Centro Habana’s street, Amistad, or friendship, displays the struggle of everyday life in Cuba in a manner that is raw, honest, and touching. Without the brightly colored tourist façade that blankets nearby Habana Vieja and Calle Obispo, Centro Habana is an almost strictly residential neighborhood with few casas particulares. Most residents living on Calle Amistad have lived on the block for their entire lives. Neighbors take care of one another; sharing the common thread of that unites all Cubans, and that is: understanding the difficulties that come along with living on an island on which one in ten people have migrated, the overpopulated residences, and the often lack of monetary resources to make up for the lack of food offered by ration books.
My first interaction on this street was with an older woman by the name of Celia. Celia is a much older woman living with only her youngest son in a small studio apartment. She has Alzheimer’s disease and is slightly hard of hearing. During the day, she sits on an old chair in front of her home while her son roams the neighborhood to catch up with friends. Celia explained to me that her oldest son left the country 10 years ago. She knows he lives in the United States but has no idea where. Each time I went to see her, she explained to me that he is planning a return trip to Cuba sometime in the future but wants to surprise her, so he does not tell anyone when exactly he plans to return. Whenever he is brought up in conversation, her younger son seems annoyed. “Olvidate de el, el se fue, mami.” Or “Forget about him, he left, mom.” Although her son is honest about his disdain for his brother, Celia still seems hopeful that he will return. This separation tends to be the case with a lot of families not just living on Calle Amistad, but all throughout Cuba. Cuba is a nation marked by separation amongst families.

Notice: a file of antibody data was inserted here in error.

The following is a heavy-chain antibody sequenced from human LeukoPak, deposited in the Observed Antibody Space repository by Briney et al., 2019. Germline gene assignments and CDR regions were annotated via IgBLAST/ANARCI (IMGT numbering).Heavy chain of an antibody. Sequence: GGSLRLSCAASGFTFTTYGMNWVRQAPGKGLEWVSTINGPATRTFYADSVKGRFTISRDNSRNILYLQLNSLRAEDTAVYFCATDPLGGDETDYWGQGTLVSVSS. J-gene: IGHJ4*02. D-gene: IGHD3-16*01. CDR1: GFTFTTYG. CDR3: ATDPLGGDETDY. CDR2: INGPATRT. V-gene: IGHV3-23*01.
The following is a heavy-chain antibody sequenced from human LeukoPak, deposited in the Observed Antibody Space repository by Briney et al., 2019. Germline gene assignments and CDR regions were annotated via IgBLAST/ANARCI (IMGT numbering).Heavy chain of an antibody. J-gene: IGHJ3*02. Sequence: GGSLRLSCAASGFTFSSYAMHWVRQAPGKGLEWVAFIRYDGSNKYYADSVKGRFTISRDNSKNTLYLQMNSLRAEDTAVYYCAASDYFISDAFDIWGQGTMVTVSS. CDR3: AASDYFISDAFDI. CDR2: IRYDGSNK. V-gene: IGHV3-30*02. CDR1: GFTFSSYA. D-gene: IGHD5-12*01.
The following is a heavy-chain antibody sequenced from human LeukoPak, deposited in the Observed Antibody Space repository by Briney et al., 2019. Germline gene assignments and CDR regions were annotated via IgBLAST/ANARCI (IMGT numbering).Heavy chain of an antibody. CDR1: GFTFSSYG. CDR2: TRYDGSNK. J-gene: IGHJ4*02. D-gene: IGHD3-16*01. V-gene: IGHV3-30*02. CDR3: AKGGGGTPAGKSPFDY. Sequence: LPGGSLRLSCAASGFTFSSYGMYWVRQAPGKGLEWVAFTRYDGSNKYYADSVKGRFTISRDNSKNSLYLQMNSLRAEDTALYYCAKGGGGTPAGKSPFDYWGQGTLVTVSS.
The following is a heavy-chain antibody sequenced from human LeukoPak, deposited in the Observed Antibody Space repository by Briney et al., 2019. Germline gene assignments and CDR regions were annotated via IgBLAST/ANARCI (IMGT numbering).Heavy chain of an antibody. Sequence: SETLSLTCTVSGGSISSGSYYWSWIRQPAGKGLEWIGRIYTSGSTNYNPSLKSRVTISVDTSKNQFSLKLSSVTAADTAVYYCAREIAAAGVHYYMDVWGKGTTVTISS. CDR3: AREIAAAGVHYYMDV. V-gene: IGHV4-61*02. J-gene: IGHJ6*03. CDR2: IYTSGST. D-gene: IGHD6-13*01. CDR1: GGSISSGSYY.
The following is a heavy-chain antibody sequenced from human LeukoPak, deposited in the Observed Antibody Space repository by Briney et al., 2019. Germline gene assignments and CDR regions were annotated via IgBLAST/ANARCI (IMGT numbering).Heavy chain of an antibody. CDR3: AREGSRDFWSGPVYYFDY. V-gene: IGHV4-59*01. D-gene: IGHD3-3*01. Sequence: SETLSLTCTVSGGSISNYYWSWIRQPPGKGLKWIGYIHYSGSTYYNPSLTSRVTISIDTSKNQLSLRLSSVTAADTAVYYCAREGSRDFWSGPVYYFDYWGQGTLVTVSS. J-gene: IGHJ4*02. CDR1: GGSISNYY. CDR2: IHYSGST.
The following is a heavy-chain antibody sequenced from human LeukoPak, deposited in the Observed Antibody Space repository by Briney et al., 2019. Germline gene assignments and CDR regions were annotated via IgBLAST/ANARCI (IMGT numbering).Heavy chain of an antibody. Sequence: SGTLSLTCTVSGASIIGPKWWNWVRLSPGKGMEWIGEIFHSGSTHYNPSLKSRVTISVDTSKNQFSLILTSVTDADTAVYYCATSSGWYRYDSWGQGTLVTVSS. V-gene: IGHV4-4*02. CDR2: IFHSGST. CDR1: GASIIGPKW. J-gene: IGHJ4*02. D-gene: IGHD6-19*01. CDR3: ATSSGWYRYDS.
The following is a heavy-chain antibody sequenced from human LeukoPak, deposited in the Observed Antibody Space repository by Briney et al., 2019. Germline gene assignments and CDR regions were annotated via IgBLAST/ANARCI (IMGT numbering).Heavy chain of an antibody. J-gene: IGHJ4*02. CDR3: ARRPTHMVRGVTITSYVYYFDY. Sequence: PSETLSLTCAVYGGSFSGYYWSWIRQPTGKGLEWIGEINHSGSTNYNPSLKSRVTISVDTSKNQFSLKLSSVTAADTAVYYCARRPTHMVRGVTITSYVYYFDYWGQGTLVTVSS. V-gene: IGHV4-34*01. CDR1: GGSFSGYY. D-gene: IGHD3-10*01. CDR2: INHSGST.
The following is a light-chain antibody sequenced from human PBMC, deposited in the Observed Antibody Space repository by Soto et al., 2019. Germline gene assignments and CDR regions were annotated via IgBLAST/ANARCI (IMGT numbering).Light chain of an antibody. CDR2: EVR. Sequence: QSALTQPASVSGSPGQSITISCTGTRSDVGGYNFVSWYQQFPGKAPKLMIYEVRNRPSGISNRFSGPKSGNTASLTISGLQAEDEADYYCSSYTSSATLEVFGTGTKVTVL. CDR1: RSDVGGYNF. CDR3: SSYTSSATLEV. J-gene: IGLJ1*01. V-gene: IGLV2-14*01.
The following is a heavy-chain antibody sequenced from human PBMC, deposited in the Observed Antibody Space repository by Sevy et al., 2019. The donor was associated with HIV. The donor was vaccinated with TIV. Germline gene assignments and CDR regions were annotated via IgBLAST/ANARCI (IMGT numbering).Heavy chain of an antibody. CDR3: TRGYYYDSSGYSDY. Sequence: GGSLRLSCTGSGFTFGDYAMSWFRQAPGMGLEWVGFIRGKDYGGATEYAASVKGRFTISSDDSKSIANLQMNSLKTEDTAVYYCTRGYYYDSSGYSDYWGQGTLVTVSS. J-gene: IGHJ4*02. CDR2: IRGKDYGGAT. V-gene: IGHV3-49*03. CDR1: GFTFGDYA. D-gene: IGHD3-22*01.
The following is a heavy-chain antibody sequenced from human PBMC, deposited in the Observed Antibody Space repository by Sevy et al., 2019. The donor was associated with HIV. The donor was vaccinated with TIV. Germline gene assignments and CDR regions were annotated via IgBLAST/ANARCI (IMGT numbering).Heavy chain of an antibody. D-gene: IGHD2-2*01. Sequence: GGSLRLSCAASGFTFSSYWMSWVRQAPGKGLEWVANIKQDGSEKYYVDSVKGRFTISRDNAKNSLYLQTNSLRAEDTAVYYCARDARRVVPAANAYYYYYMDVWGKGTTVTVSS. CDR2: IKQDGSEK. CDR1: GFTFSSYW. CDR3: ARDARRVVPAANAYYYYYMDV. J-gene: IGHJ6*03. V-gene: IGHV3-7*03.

Just down the street from Celia’s home is graffiti on the walls that reads perdoname, or forgive me. I happened to be in the area to see a young boy siting in a wheelchair just a few feet away from the wall as a young woman carrying a child read it. Besides the wall is a large dumpster locals frequent to find cans and bottles to exchange for money.
Calle Amistad exemplifies the Cuban sense of solidarity. Although everyone living on Calle Amistad experiences life a little differently, they all come together when purchasing food from the local agromercado, when looking after the older residents ot the block, or going to school.
Every time I have been in the neighborhood, I have watched neighbors and friends meet for coffee outside of a small home with a cuenta propista business. Friends gather on street corners, sometimes to gossip and other times to throw piropos at girls passing by. Centro Habana is not one of the city’s most high-income neighborhoods. It is evident that the living quarters for a majority of the residents of Calle Amistad are not nearly large enough for the amount of people they hold. People are always hanging out outside, in their doorways, on corners: they homes are simply not large enough for their own comfort.
Calle Amistad preserves the will of the Cuban experience: a mal tiempo, buena cara. Or to a bad time, a good face. The people of Calle Amistad endure the struggle of making sure that enough food is on their tables, that their backs are covered in clothes, and most of all, that there is enough love to make up for all the shortcomings that are sure to come.